Many of the search firm recruiters are asking if they can float my resume around for me. I don’t have a network in those cities so it seems convenient but I think there are negatives to this too. Right?

My reply…


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Conversation With A Java Developer… My Recruiter Contacted Me On Match, What Do I Do


Last week I posted on Facebook and LinkedIn the following beginning of a conversation and received many funny comments:


  • Developer: So last week I submitted my resume to XYZ, Inc
  • Me: Uh huh
  • Dev: I have an interview next week
  • Me: Cool
  • Dev: Last night I get a message on Match, it's the Recruiter.
  • Me: Oh shit

(Recruiter has no idea this is the same guy)

Just when I think I have seen and heard it all in recruiting… at least this is a fun story.

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Conversation With An Android Developer… Let Your Recruiter Friends Know You Are Looking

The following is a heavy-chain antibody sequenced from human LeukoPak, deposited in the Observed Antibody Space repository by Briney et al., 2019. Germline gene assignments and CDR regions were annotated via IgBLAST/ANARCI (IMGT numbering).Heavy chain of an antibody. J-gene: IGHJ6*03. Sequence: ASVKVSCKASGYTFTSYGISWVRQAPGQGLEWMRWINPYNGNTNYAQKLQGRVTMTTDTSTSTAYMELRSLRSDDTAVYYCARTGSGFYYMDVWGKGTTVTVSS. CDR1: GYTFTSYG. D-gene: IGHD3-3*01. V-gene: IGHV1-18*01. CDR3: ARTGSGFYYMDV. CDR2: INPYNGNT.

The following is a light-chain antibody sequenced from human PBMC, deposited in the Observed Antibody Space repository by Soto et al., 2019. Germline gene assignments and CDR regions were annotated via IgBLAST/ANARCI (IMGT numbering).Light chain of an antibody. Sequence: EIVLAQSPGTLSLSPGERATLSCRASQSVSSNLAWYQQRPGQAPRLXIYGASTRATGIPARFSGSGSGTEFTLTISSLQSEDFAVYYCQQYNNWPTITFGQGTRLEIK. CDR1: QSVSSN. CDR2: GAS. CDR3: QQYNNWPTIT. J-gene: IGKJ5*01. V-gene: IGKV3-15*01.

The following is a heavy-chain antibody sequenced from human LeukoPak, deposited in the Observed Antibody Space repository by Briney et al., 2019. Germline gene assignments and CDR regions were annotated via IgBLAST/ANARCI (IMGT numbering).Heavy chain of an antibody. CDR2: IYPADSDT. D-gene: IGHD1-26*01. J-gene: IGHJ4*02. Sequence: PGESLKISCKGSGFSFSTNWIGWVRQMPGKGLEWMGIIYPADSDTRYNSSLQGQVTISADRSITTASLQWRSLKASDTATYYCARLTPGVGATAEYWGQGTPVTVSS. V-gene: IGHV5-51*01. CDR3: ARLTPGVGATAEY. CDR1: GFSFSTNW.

I was at a Minneapolis tech user group a couple of weeks ago and was talking to a couple of developers about a particularly cool set of roles that were going to be opening up at a local tech company. A 3rd developer, someone I have had a couple of conversations with at tech events this year, was listening in and asking some questions about these and other jobs.

I asked them if they were looking. They said and this:

Why did it take so long for you to recruit me?

And I kind of froze.

I am not nearly as aggressive as most of my tech recruiter colleagues who assume that everyone is looking for a new job and everyone should be recruited. I rely on my reputation of being open, approachable and not the “annoying, creepy recruiter”. when they are curious and want to talk I am ready for them.